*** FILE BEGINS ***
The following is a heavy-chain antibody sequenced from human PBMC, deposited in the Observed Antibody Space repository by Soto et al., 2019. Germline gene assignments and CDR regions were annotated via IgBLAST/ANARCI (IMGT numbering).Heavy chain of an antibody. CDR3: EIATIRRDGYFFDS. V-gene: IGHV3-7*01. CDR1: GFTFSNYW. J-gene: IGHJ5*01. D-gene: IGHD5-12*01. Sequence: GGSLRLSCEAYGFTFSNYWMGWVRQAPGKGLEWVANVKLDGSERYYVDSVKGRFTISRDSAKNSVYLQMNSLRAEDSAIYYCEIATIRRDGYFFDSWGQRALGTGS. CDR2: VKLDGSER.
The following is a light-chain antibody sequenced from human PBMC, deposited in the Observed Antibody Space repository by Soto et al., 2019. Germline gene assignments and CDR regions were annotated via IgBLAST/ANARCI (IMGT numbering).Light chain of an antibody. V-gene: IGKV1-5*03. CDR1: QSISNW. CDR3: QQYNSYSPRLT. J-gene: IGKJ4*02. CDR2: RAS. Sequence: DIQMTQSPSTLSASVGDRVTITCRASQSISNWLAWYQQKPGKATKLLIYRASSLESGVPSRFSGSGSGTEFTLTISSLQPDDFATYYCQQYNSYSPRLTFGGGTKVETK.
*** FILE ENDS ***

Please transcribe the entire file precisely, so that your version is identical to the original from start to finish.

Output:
The following is a heavy-chain antibody sequenced from human PBMC, deposited in the Observed Antibody Space repository by Soto et al., 2019. Germline gene assignments and CDR regions were annotated via IgBLAST/ANARCI (IMGT numbering).Heavy chain of an antibody. CDR3: EIATIRRDGYFFDS. V-gene: IGHV3-7*01. CDR1: GFTFSNYW. J-gene: IGHJ5*01. D-gene: IGHD5-12*01. Sequence: GGSLRLSCEAYGFTFSNYWMGWVRQAPGKGLEWVANVKLDGSERYYVDSVKGRFTISRDSAKNSVYLQMNSLRAEDSAIYYCEIATIRRDGYFFDSWGQRALGTGS. CDR2: VKLDGSER.
The following is a light-chain antibody sequenced from human PBMC, deposited in the Observed Antibody Space repository by Soto et al., 2019. Germline gene assignments and CDR regions were annotated via IgBLAST/ANARCI (IMGT numbering).Light chain of an antibody. V-gene: IGKV1-5*03. CDR1: QSISNW. CDR3: QQYNSYSPRLT. J-gene: IGKJ4*02. CDR2: RAS. Sequence: DIQMTQSPSTLSASVGDRVTITCRASQSISNWLAWYQQKPGKATKLLIYRASSLESGVPSRFSGSGSGTEFTLTISSLQPDDFATYYCQQYNSYSPRLTFGGGTKVETK.